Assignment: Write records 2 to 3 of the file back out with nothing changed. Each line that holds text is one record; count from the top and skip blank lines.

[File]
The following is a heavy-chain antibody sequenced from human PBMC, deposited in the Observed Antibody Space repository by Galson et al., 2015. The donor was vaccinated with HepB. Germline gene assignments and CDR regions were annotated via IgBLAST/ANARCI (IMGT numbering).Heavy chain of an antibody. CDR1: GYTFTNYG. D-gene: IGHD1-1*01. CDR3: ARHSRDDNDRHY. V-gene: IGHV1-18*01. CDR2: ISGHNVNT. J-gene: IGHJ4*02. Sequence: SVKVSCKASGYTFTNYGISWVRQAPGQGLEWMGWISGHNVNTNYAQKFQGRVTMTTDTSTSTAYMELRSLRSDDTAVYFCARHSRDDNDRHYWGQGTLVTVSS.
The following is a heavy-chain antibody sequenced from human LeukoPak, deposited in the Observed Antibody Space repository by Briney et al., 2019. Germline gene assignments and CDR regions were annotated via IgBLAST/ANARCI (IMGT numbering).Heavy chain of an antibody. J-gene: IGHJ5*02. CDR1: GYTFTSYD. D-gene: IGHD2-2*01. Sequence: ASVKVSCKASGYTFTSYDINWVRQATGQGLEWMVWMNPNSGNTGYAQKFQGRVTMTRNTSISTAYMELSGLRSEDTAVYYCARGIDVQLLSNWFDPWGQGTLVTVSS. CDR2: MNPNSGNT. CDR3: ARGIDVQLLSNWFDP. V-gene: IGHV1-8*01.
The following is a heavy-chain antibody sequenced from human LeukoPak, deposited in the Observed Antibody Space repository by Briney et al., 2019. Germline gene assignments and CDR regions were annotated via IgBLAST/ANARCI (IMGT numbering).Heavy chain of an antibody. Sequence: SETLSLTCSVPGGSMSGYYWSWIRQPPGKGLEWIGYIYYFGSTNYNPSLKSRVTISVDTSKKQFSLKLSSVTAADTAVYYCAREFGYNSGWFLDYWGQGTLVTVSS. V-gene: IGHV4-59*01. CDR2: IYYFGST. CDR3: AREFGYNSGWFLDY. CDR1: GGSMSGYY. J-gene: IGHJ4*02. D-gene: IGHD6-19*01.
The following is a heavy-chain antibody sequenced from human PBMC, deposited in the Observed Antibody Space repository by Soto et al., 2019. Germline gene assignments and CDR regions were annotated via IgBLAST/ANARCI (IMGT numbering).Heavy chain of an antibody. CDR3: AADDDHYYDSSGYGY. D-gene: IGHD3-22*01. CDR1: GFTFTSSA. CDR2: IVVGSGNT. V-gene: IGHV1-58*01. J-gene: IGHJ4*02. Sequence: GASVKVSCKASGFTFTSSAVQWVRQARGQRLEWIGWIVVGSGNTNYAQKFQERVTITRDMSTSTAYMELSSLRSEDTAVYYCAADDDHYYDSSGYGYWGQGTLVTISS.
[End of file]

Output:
The following is a heavy-chain antibody sequenced from human LeukoPak, deposited in the Observed Antibody Space repository by Briney et al., 2019. Germline gene assignments and CDR regions were annotated via IgBLAST/ANARCI (IMGT numbering).Heavy chain of an antibody. J-gene: IGHJ5*02. CDR1: GYTFTSYD. D-gene: IGHD2-2*01. Sequence: ASVKVSCKASGYTFTSYDINWVRQATGQGLEWMVWMNPNSGNTGYAQKFQGRVTMTRNTSISTAYMELSGLRSEDTAVYYCARGIDVQLLSNWFDPWGQGTLVTVSS. CDR2: MNPNSGNT. CDR3: ARGIDVQLLSNWFDP. V-gene: IGHV1-8*01.
The following is a heavy-chain antibody sequenced from human LeukoPak, deposited in the Observed Antibody Space repository by Briney et al., 2019. Germline gene assignments and CDR regions were annotated via IgBLAST/ANARCI (IMGT numbering).Heavy chain of an antibody. Sequence: SETLSLTCSVPGGSMSGYYWSWIRQPPGKGLEWIGYIYYFGSTNYNPSLKSRVTISVDTSKKQFSLKLSSVTAADTAVYYCAREFGYNSGWFLDYWGQGTLVTVSS. V-gene: IGHV4-59*01. CDR2: IYYFGST. CDR3: AREFGYNSGWFLDY. CDR1: GGSMSGYY. J-gene: IGHJ4*02. D-gene: IGHD6-19*01.